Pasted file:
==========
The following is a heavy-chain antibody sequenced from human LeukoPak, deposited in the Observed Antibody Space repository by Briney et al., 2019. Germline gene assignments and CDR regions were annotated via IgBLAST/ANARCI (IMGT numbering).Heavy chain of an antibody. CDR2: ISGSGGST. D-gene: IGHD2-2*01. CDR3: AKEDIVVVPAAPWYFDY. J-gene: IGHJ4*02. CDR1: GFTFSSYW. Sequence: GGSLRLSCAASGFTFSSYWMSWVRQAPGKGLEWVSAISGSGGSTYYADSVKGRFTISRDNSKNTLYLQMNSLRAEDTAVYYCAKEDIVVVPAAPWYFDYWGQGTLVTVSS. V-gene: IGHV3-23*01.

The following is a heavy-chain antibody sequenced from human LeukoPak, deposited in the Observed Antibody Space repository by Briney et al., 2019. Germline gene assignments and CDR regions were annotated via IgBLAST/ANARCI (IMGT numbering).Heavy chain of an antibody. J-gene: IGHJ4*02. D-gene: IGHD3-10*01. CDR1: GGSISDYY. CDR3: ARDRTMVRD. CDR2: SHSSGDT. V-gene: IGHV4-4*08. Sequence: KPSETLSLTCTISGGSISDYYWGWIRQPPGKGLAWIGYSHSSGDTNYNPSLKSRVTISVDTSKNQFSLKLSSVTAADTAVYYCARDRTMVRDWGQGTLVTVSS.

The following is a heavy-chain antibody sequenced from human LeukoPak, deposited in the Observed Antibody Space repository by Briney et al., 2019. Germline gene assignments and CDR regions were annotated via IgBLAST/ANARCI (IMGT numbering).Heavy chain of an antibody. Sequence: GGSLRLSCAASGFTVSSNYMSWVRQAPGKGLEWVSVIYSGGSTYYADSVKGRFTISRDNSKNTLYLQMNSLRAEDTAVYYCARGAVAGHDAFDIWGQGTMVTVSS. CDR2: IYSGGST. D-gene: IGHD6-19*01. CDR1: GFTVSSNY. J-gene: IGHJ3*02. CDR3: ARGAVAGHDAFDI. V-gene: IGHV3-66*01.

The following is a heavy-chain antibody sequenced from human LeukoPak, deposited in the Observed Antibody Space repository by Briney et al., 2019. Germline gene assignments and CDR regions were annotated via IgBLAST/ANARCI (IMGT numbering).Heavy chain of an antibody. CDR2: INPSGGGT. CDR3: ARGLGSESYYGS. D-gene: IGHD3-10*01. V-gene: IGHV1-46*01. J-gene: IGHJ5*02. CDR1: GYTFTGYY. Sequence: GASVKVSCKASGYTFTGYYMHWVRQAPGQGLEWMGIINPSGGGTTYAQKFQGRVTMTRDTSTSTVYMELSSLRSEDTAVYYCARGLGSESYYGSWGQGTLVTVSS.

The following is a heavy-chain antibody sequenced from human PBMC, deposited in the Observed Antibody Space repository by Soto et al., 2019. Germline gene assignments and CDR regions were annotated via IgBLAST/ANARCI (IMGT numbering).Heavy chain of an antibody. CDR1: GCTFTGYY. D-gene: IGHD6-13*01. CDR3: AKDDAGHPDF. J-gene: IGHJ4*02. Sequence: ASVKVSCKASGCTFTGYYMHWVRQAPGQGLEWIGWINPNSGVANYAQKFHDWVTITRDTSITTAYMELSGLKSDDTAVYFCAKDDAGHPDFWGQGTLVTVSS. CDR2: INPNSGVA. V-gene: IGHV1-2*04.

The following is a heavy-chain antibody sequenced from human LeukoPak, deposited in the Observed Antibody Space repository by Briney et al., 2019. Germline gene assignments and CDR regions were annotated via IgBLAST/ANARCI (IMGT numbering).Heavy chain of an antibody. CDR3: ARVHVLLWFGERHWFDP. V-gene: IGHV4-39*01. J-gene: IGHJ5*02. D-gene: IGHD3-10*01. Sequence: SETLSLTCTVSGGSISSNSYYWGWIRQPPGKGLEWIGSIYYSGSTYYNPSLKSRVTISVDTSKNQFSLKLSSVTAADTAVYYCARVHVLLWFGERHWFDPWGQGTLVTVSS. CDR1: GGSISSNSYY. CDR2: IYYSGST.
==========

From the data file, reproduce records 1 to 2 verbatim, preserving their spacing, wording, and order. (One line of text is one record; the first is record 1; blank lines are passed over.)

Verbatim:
The following is a heavy-chain antibody sequenced from human LeukoPak, deposited in the Observed Antibody Space repository by Briney et al., 2019. Germline gene assignments and CDR regions were annotated via IgBLAST/ANARCI (IMGT numbering).Heavy chain of an antibody. CDR2: ISGSGGST. D-gene: IGHD2-2*01. CDR3: AKEDIVVVPAAPWYFDY. J-gene: IGHJ4*02. CDR1: GFTFSSYW. Sequence: GGSLRLSCAASGFTFSSYWMSWVRQAPGKGLEWVSAISGSGGSTYYADSVKGRFTISRDNSKNTLYLQMNSLRAEDTAVYYCAKEDIVVVPAAPWYFDYWGQGTLVTVSS. V-gene: IGHV3-23*01.

The following is a heavy-chain antibody sequenced from human LeukoPak, deposited in the Observed Antibody Space repository by Briney et al., 2019. Germline gene assignments and CDR regions were annotated via IgBLAST/ANARCI (IMGT numbering).Heavy chain of an antibody. J-gene: IGHJ4*02. D-gene: IGHD3-10*01. CDR1: GGSISDYY. CDR3: ARDRTMVRD. CDR2: SHSSGDT. V-gene: IGHV4-4*08. Sequence: KPSETLSLTCTISGGSISDYYWGWIRQPPGKGLAWIGYSHSSGDTNYNPSLKSRVTISVDTSKNQFSLKLSSVTAADTAVYYCARDRTMVRDWGQGTLVTVSS.